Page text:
That’s something everyone should be able to get behind. It’s a mistake to think that the best way to support science is to stay out of politics. Politics is there, whether we like it or not. (And if we don’t like it, we should at least respect it — as unappetizing as the process of politics may be at times, it’s a necessary part of how we make decisions in a representative democracy, and should be honored as such.) The question isn’t “should scientists play with politics, or rise above it?” The question is “should we exert our political will in favor of science, or just let other people make the decisions and hope for the best?”

Democracy can be difficult, exhausting, and heartbreaking. It’s a messy, chaotic process, a far cry from the beautiful regularities of the natural world that science works to uncover. But participating in democracy as actively as we can is one of the most straightforward ways available to us to make the world a better place. And there aren’t many causes more worth rallying behind than that of science itself.



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36 Responses to Marching for Science

  1. Arash says:

    It is April 22nd.

  2. Ray Gedaly says:

    Amen! (And I mean this in the purely secular sense, not the more common definition as applying to a 1980s television sitcom starring the late Sherman Hemsley.)

  3. Sean Carroll says:

    Oops, fixed April 21 -> 22.

  4. Chris G says:

    Liking this thinking Sean, particularly because, coincidentally, I’ve just read Jerry Coyne arguing against the march (or March as you call it).
    On the subject of typos, always rather embarrassing to trip-up in the first sentence: by “on the on hand”, I presume you mean ‘one hand’?
    Feels churlish to point this out, but I feel obliged, sorry.

  5. Sean Carroll says:

    Always happy to have typos pointed out. (Well, appreciative, if not truly happy.)

  6. Chris G says:

    Your appreciation makes me happy.
    But fix ‘March’ as well – do I really need to point this out twice? FFS!
    Oh, and have a gander at “much less vote to spend to spend real money “.
    Come on Sean, you’re much better than this!
    On a more positive note, I like your ‘science is political whether we like it or not’ stance.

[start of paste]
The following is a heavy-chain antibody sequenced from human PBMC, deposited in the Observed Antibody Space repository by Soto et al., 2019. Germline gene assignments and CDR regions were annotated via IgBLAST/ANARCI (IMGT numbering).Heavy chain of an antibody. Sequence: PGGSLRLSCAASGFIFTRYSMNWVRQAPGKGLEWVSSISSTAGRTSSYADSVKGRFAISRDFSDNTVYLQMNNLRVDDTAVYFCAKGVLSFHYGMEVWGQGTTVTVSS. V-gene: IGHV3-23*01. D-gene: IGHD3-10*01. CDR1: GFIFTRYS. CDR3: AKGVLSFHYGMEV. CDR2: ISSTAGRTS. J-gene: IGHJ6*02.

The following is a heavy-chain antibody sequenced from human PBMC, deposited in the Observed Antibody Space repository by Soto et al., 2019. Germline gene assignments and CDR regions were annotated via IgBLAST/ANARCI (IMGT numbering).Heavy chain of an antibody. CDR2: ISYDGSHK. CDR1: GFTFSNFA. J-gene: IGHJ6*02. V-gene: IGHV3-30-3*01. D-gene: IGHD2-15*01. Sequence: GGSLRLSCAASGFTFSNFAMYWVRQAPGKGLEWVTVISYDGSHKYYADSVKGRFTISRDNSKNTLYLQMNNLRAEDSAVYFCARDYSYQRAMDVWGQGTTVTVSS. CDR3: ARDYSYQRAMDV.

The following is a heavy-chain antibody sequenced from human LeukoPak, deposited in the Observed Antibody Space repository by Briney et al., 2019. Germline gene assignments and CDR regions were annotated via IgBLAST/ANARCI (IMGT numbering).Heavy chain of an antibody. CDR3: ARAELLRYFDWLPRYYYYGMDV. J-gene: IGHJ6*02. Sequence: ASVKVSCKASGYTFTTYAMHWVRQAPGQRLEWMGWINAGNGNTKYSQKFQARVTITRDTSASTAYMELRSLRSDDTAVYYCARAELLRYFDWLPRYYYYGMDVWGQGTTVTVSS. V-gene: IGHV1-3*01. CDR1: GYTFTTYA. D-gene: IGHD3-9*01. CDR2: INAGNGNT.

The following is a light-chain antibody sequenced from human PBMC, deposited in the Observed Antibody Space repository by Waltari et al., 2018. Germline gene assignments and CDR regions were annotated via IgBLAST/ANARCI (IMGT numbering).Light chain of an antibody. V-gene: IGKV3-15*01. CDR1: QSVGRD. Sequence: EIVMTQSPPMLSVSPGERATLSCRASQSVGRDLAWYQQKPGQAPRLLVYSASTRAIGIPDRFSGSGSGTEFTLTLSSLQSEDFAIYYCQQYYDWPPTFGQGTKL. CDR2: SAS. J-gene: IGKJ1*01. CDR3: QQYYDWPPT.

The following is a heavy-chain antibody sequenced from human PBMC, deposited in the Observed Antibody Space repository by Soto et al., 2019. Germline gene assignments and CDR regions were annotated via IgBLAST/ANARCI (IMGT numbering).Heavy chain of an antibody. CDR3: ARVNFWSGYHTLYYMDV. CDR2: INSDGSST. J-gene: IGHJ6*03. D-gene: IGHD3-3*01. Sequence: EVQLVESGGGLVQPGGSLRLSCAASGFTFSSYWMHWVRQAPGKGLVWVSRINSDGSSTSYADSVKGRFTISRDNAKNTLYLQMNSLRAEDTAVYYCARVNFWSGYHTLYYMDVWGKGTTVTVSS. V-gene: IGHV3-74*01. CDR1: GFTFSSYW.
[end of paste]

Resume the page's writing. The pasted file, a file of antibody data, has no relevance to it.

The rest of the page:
Clear honest thinking from the other side of the Atlantic is much admired by (some of) us Brits.
    Keep up the good work Mr Carroll. Thank you.

  7. Mik says:

    Well said! Science IS political but should not be partisan.

  8. Tom Clark says:

    “And more importantly, we can march in favor of science without having to point out that one party is working much harder than the other one to undermine it.”

    Sorry, but why not point this out since it’s a threat both to science and to our collective well-being? That one political party is demonstrably willing to ignore basic facts about critical issues related to planetary survival is simply to state the empirical truth about our current administration. Advocates for science are necessarily politically partisan: against those legislators and administrators (mostly conservatives) who ignore or undermine trust in our most reliable basis for knowledge and action, and for those who champion unfettered inquiry (liberals more than conservatives). It’s no coincidence that empiricists are more likely to be progressive (just 9% of AAAS member identified as conservative in 2009): divesting oneself of non-empirical grounds for belief subtracts any justification for treating different classes (of race, religion, ethnicity, gender, sexual orientation, etc.) differently. And it means being more reality-oriented – a basic ethical requirement – when facing the critical issues of our time.

    To march *for* science we have to call out its opponents, otherwise they will continue on their not-so-merry way, putting us all, as well as universal human rights, in jeopardy.

  9. murmur says:

    @Sean You bring about the denial of science by the right wing. But what about the denial of science by left wing, specifically opposition to GMO food? Will the scientists oppose that?

  10. John Healy says:

    Thanks for your thoughtful post. I wonder if any other theoretical physicists will be speaking at events around the globe and in the United States. (A friend is attending the March for Science at Lawrence Livermore.) Your post will likely get me to reading more about the history of engagement in politics by well known scientists. Einstein, … And how science advisors have fared in the political arena in charting policy. When “alternative facts” (denial) and magical thinking get into politics, we’re in for a bumpy ride, eh. Never saw this era coming when I was young!

  11. Francis Lane says:

    I have to disagree – Einstein said “Science without religion is lame, religion without science is blind”. I take “religion” to essentially mean “ideology”: Any set of unquestioned values by which our actions are judged, whether those values are defined by an organized religion, or a liberal or a conservative or a libertarian or a humanistic ideology. Science is our best guess at a roadmap along with a point on the map that says “we are here”. Ideology is putting your finger on the map and saying “here is where we want to be”. Politics and war are are processes by which we deal with the fact that different people with different ideologies, put their fingers in different places, and ideally this does not alter the roadmap one bit.